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Proactively Reaching Out To Learners Is A New Frontier In Student Support

“Tutoring services,” Inside Higher Ed notes, “only help when students actually use them.”

That was the beginning of an article about Moorpark College, a California Community College that has been experimenting with ways to get more students to use the tutoring services they offer. 

What if, Moorpark asked, instead of having students reach out to us for tutoring, we have our tutors reach out to them? 

So they set up a system in which tutors could text students directly. Tutors would proactively contact students who were on academic probation or experiencing difficulties in certain classes.

The results were “a breakthrough.” There was a 761% increase in tutor visits for the participating classes. Those visits made a difference: The passing rates in participating math classes increased by almost 11% (with the biggest increase among Hispanic students), and passing rates in English classes increased by over 16%.

The message is clear: If colleges want students to succeed, they shouldn’t wait for struggling students to reach out for help. They should reach out to struggling students.

Calbright is a leader in using that approach to support adult learners in an online setting, while also pioneering new innovations for online learning. And it’s garnered significant results. We’re proud to stand with our sister community colleges in changing the way colleges support students.

Proactive Support Makes A Huge Difference

In 2021, Calbright entered into a research partnership with UC Irvine and non-profit researcher Ideas42 to find ways to improve student engagement and outcomes across the online college experience, from admissions to graduation. Over and over again, we’ve seen that finding new ways to reach out to students works. This is true in traditional educational settings like Moorpark, and it’s especially true in unconventional online settings like Calbright.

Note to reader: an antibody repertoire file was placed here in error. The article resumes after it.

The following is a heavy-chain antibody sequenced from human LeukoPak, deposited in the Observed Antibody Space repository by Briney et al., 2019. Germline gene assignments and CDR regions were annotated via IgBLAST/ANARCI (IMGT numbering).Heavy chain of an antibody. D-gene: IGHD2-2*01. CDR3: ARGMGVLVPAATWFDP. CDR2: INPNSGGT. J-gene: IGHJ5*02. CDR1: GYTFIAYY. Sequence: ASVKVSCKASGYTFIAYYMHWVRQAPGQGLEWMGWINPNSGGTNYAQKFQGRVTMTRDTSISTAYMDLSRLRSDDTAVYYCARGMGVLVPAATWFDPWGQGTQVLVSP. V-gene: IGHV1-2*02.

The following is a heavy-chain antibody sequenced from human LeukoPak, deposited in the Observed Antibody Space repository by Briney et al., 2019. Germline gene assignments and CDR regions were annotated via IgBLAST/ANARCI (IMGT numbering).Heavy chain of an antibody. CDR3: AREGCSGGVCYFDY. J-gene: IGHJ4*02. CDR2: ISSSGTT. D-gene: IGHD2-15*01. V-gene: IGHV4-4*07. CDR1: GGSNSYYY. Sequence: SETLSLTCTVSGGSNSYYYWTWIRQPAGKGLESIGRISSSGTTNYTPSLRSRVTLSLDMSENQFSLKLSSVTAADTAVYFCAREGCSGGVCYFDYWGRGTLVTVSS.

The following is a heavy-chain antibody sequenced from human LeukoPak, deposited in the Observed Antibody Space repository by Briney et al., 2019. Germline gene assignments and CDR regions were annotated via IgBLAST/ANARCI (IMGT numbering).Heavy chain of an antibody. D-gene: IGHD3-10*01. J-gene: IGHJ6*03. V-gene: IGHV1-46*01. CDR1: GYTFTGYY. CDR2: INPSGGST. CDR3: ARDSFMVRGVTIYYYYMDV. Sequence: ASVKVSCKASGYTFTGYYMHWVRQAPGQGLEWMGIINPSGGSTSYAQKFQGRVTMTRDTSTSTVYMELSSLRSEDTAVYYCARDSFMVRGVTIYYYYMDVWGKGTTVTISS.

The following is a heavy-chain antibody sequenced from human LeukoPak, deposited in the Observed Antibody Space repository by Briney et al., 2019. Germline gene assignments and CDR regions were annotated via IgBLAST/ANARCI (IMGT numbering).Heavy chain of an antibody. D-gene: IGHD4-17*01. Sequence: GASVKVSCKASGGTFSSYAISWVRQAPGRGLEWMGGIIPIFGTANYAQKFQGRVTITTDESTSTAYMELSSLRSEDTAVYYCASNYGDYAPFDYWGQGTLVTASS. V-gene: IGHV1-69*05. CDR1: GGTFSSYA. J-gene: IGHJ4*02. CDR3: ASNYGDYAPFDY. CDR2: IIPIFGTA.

Calbright’s persistence rates are significantly higher than most colleges, hovering around 95%. One of the reasons is that we find ways to keep online college from being isolating. Because we’re able to track student progress through their courses in real time, we are able to reach out to students quickly when something starts to go wrong but before there’s a crisis. “We can even reach out when we know there’s a challenge up ahead for them, like a difficult competency or assessment,” said Don Orth, Calbright’s VP of Student Services and Success. “That can have a big impact.”

We can take that even further, though: By developing a clear set of expectations with every student about what they want their progress to be like, we can set individual “timelines” for every student. If they need to go slowly, no problem – if they want to push themselves through the course, that’s great. But when they start to miss their own deadlines and goals, we know to reach out, check in, and see what we can do to help. It makes a difference on top of a difference. In the pilot program, students who worked out a timeline with their support team had completed 40% of their program, while the control group had completed less than 25% in the same period.

Reaching Students Where They Are Works

Calbright has been using texting to reach out to students for years, but we keep learning that the more ways we find to reach out to students, the better the results.

In another experiment, adding short videos—less than 60 seconds each—to different parts of the student journey had a small but significant improvement in student outcomes. Adding targeted videos explaining college processes, led to:

  • 4-6% more prospective students finishing their enrollment
  • 5% more students scheduling an appointment with their academic success counselor
  • 57% more students visiting Calbright’s Career Services page

Students want to succeed in college. Making the resources we have more accessible, and doing it proactively, offers many students the support they need. Increasingly, we have the data to prove it.

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